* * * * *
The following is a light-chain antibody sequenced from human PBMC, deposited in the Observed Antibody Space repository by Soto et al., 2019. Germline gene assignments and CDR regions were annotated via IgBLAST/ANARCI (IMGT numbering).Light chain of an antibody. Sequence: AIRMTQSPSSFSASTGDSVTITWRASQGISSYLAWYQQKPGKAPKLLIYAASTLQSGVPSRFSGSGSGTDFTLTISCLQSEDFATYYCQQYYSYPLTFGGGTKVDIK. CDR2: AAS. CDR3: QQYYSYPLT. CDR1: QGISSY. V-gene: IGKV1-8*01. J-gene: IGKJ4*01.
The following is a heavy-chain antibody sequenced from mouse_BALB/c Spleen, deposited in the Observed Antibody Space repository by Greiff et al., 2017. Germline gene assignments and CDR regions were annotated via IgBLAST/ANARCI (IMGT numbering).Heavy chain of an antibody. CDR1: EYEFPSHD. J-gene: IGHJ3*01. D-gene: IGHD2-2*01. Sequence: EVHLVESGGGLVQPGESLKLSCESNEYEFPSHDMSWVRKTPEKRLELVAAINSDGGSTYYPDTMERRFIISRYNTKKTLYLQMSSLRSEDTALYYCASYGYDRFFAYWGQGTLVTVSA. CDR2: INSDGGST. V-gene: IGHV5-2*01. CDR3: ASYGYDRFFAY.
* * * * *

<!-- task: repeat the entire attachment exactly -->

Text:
The following is a light-chain antibody sequenced from human PBMC, deposited in the Observed Antibody Space repository by Soto et al., 2019. Germline gene assignments and CDR regions were annotated via IgBLAST/ANARCI (IMGT numbering).Light chain of an antibody. Sequence: AIRMTQSPSSFSASTGDSVTITWRASQGISSYLAWYQQKPGKAPKLLIYAASTLQSGVPSRFSGSGSGTDFTLTISCLQSEDFATYYCQQYYSYPLTFGGGTKVDIK. CDR2: AAS. CDR3: QQYYSYPLT. CDR1: QGISSY. V-gene: IGKV1-8*01. J-gene: IGKJ4*01.
The following is a heavy-chain antibody sequenced from mouse_BALB/c Spleen, deposited in the Observed Antibody Space repository by Greiff et al., 2017. Germline gene assignments and CDR regions were annotated via IgBLAST/ANARCI (IMGT numbering).Heavy chain of an antibody. CDR1: EYEFPSHD. J-gene: IGHJ3*01. D-gene: IGHD2-2*01. Sequence: EVHLVESGGGLVQPGESLKLSCESNEYEFPSHDMSWVRKTPEKRLELVAAINSDGGSTYYPDTMERRFIISRYNTKKTLYLQMSSLRSEDTALYYCASYGYDRFFAYWGQGTLVTVSA. CDR2: INSDGGST. V-gene: IGHV5-2*01. CDR3: ASYGYDRFFAY.